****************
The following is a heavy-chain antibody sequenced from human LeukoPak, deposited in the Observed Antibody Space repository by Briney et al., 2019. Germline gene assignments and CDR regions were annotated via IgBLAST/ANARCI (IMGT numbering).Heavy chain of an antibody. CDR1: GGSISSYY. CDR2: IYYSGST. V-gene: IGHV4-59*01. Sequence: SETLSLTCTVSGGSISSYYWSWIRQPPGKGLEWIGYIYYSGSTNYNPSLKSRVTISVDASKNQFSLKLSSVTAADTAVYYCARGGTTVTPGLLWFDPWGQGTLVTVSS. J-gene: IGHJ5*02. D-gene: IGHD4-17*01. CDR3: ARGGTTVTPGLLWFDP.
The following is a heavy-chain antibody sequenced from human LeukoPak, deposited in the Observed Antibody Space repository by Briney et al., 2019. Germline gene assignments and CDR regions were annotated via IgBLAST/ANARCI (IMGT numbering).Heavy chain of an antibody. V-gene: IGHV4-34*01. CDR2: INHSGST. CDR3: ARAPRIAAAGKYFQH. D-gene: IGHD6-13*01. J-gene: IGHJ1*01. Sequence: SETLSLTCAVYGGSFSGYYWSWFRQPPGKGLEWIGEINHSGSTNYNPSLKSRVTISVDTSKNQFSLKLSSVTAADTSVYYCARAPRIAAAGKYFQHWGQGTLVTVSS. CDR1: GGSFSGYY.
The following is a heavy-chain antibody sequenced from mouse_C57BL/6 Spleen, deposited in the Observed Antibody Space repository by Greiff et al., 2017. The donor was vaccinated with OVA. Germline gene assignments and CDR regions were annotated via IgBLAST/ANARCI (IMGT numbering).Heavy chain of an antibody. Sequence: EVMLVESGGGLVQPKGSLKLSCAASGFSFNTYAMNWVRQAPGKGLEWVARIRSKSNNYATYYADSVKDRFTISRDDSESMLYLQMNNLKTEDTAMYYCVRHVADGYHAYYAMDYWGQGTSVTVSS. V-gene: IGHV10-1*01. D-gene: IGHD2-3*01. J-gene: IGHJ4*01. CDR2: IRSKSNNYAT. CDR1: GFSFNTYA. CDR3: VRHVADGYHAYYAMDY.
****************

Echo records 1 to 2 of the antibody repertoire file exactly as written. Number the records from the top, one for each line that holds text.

The following is a heavy-chain antibody sequenced from human LeukoPak, deposited in the Observed Antibody Space repository by Briney et al., 2019. Germline gene assignments and CDR regions were annotated via IgBLAST/ANARCI (IMGT numbering).Heavy chain of an antibody. CDR1: GGSISSYY. CDR2: IYYSGST. V-gene: IGHV4-59*01. Sequence: SETLSLTCTVSGGSISSYYWSWIRQPPGKGLEWIGYIYYSGSTNYNPSLKSRVTISVDASKNQFSLKLSSVTAADTAVYYCARGGTTVTPGLLWFDPWGQGTLVTVSS. J-gene: IGHJ5*02. D-gene: IGHD4-17*01. CDR3: ARGGTTVTPGLLWFDP.
The following is a heavy-chain antibody sequenced from human LeukoPak, deposited in the Observed Antibody Space repository by Briney et al., 2019. Germline gene assignments and CDR regions were annotated via IgBLAST/ANARCI (IMGT numbering).Heavy chain of an antibody. V-gene: IGHV4-34*01. CDR2: INHSGST. CDR3: ARAPRIAAAGKYFQH. D-gene: IGHD6-13*01. J-gene: IGHJ1*01. Sequence: SETLSLTCAVYGGSFSGYYWSWFRQPPGKGLEWIGEINHSGSTNYNPSLKSRVTISVDTSKNQFSLKLSSVTAADTSVYYCARAPRIAAAGKYFQHWGQGTLVTVSS. CDR1: GGSFSGYY.